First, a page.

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Sam Welles and the history of an idea

I suspect many of you will be surprised (since I was) to find that the
following paragraph was written in 1959:

  Most paleontologists believed then as they do now, that birds
  descended from some line of small, light dinosaurs.  These dinosaurs
  might have found it convenient to live in the trees. (Why not?
  There are tree lizards, tree toads and tree snakes.)  It is thought
  that they learned to glide a little in jumping from branch to
  branch.  In time they could have learned to fly from tree to tree.
  At the same time, their scales may have become lighter, gradually
  fraying around the edges and finally developing into feathers.  No
  one knows whether it happened that way.  That is simply the most
  reasonable explanation suggested so far.

Underneath that paragraph is a drawing of a reconstructed skeleton of
_Compsognathus_ with an outline of the body and tail (no pelage,
though).  The figure caption reads:

  _Compsognathus_, a small, light dinosaur with hollow limb bones, may
  have been the ancestor of all birds.

I don't recall specifically, but I suspect I got this book from my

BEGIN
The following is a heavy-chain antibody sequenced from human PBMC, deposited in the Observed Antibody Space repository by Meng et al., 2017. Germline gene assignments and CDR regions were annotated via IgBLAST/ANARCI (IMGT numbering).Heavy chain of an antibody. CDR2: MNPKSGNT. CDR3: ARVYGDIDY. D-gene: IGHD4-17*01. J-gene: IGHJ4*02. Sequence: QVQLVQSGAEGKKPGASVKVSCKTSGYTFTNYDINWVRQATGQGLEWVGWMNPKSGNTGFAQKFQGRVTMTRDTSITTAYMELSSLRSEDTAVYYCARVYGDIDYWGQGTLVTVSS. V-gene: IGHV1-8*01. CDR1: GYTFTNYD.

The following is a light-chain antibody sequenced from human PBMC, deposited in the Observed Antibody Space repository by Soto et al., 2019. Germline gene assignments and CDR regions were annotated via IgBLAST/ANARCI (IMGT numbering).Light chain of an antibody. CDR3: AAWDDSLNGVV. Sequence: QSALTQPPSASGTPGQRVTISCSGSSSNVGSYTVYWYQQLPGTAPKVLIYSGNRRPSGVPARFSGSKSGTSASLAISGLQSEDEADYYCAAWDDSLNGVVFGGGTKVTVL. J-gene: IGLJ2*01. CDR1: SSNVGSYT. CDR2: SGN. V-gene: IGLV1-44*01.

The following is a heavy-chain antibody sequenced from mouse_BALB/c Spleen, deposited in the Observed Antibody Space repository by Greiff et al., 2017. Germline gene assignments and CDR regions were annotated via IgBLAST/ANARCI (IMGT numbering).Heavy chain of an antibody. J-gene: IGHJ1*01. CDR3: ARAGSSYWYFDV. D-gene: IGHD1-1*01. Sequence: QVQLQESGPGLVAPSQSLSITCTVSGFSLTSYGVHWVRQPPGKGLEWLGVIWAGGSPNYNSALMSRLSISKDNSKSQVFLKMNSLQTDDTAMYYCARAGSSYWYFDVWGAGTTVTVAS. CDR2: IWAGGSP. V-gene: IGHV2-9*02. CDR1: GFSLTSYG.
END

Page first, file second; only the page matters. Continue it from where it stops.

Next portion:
Uncle who was a school teacher on Long Island; the title page is
stamped "West Hempstead Junior Senior High School Library".  Given the
text I'd say it was aimed at late junior/early senior high school
students, but that doesn't detract from the fact that the authors'
statements flatly contradict statements to the effect that Heilmann's
ideas on bird origins were more or less unquestioned until 1970.  Lest
you think that the authors were out of touch with paleontology and
just happened to misattribute to their contemporaries ideas which we
seem to think were not widely shared at the time I give you complete
bibliographic information:

Fox, W. and Welles, S. (1959). _From Bones to Bodies A Story of
     Paleontology_, Henry Z. Walck, Inc., New York.

Library of Congress catalog number 59-12959.

For those of you that don't recognize the name, Welles, S. would be
Samuel Welles, the man who discovered (among other things)
_Dilophosaurus_.  If you haven't already been there, you might want to
check out:


Oh the things I can find in my closet...

Mickey Rowe     (mrowe@indiana.edu)